Glad that you decided to seek other alternatives to control the Jap. beetle in your yard. I'm kind of new to the midwest. It's a new problem that I get to deal with here. Good to hear all of the responses from others OG.
By the way, Bayer just released a statement that neonicitinoids are not the problem with bee dieoffs. What a surprise. Good luck this coming year.
.

    Bookmark   December 19, 2013 at 6:54PM
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jbraun_gw

Glad that you decided to seek other alternatives to control the Jap. beetle in your yard. I'm kind of new to the midwest. It's a new problem that I get to deal with here. Good to hear all of the responses from others OG.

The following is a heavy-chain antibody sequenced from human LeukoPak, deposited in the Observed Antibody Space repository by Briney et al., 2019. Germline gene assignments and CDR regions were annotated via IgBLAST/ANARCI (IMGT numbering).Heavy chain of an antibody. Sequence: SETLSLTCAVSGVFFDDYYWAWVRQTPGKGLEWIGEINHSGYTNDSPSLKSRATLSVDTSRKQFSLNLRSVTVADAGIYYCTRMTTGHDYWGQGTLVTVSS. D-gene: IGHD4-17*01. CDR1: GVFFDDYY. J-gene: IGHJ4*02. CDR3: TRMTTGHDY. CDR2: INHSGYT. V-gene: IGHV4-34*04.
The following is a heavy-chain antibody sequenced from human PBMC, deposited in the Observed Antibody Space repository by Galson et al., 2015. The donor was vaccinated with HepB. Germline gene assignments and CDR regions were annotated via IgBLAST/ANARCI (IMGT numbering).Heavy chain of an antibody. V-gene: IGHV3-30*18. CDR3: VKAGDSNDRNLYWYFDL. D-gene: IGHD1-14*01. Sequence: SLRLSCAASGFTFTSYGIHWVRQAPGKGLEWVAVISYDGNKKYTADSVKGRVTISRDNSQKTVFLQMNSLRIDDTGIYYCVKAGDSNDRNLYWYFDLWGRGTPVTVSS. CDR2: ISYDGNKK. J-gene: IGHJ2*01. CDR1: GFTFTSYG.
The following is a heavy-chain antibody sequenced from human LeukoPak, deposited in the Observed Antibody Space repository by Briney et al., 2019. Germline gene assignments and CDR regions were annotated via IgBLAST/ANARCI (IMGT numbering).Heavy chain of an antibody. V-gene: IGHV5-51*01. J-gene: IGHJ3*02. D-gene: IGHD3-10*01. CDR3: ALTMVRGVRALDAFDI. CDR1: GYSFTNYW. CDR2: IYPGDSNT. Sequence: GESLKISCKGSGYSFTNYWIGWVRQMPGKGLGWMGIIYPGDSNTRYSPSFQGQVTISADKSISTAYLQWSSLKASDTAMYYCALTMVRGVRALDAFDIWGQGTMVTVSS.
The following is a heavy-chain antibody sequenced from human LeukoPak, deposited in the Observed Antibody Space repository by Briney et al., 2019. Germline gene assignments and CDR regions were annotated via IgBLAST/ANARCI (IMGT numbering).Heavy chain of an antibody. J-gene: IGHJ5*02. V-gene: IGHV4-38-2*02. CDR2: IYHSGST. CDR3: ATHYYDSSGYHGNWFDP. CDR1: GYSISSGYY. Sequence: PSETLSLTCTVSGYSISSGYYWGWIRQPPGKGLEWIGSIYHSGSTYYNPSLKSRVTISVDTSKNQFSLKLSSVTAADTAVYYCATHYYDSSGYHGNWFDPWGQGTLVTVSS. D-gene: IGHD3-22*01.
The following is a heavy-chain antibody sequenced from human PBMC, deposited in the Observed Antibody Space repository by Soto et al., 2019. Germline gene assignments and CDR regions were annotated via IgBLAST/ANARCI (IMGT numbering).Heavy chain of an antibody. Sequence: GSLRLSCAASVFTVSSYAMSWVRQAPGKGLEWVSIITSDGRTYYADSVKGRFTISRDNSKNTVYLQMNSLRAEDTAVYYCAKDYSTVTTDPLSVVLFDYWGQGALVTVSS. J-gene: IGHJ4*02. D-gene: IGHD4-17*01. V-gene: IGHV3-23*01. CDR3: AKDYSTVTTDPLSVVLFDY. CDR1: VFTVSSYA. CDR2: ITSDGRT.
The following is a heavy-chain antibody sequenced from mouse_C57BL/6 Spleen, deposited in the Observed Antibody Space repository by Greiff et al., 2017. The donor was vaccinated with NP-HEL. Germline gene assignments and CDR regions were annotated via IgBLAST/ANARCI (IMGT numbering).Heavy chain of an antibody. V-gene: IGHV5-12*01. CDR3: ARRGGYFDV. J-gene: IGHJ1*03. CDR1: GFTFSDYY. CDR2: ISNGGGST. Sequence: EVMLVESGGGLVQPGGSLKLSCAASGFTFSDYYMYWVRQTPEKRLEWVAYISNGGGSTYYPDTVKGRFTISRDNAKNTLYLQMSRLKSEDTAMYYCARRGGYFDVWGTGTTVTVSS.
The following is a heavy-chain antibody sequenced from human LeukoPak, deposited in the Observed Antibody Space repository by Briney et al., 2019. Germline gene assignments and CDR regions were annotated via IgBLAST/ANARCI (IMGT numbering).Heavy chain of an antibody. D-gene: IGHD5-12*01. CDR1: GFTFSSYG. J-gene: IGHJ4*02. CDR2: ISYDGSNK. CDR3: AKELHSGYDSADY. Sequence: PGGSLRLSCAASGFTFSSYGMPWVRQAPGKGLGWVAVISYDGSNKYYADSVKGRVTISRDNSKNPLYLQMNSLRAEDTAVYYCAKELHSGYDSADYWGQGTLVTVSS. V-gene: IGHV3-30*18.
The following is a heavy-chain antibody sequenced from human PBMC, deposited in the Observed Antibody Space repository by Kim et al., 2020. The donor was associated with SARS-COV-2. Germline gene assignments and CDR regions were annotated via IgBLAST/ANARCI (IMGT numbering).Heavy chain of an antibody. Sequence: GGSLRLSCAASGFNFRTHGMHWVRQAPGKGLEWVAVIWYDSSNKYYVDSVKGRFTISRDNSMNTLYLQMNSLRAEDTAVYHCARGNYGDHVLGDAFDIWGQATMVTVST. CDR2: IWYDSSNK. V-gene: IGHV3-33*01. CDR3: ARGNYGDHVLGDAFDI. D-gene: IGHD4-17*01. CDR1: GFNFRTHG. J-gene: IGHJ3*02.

By the way, Bayer just released a statement that neonicitinoids are not the problem with bee dieoffs. What a surprise. Good luck this coming year.
.

    Bookmark   December 19, 2013 at 6:59PM
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bear_with_me(8 Pacific NW)

Pardon me if this was posted and I missed it. Kind of a strange idea but there are lots of web discussions on Japanese Beetles and 4 o'clocks. I don't have personal experience with either Japanese Beetles or 4 o'clocks, but have been researching this flower to grow in my garden this year. It is reported as deer resistant and rabbit resistant, and attracts hummingbirds and butterflies to the flowers.

The flower nectar is beneficial, but the leaves contain a toxin that reportedly kills Japanese Beetles.